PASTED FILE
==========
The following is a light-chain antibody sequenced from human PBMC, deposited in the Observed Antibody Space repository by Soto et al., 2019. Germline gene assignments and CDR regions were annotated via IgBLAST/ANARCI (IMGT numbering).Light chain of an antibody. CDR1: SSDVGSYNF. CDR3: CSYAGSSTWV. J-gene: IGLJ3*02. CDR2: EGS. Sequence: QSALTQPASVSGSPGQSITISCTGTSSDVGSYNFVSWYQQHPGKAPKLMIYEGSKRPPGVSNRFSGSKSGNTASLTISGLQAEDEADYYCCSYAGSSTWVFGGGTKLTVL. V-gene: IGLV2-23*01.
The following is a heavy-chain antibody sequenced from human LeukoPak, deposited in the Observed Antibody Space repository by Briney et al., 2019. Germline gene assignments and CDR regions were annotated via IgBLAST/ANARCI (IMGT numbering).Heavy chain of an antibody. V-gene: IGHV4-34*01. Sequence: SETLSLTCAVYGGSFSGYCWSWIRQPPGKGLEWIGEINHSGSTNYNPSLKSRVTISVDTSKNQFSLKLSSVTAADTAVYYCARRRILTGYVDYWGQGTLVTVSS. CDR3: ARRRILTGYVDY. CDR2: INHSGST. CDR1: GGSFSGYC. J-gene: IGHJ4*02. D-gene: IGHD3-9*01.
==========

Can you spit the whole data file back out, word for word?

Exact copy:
The following is a light-chain antibody sequenced from human PBMC, deposited in the Observed Antibody Space repository by Soto et al., 2019. Germline gene assignments and CDR regions were annotated via IgBLAST/ANARCI (IMGT numbering).Light chain of an antibody. CDR1: SSDVGSYNF. CDR3: CSYAGSSTWV. J-gene: IGLJ3*02. CDR2: EGS. Sequence: QSALTQPASVSGSPGQSITISCTGTSSDVGSYNFVSWYQQHPGKAPKLMIYEGSKRPPGVSNRFSGSKSGNTASLTISGLQAEDEADYYCCSYAGSSTWVFGGGTKLTVL. V-gene: IGLV2-23*01.
The following is a heavy-chain antibody sequenced from human LeukoPak, deposited in the Observed Antibody Space repository by Briney et al., 2019. Germline gene assignments and CDR regions were annotated via IgBLAST/ANARCI (IMGT numbering).Heavy chain of an antibody. V-gene: IGHV4-34*01. Sequence: SETLSLTCAVYGGSFSGYCWSWIRQPPGKGLEWIGEINHSGSTNYNPSLKSRVTISVDTSKNQFSLKLSSVTAADTAVYYCARRRILTGYVDYWGQGTLVTVSS. CDR3: ARRRILTGYVDY. CDR2: INHSGST. CDR1: GGSFSGYC. J-gene: IGHJ4*02. D-gene: IGHD3-9*01.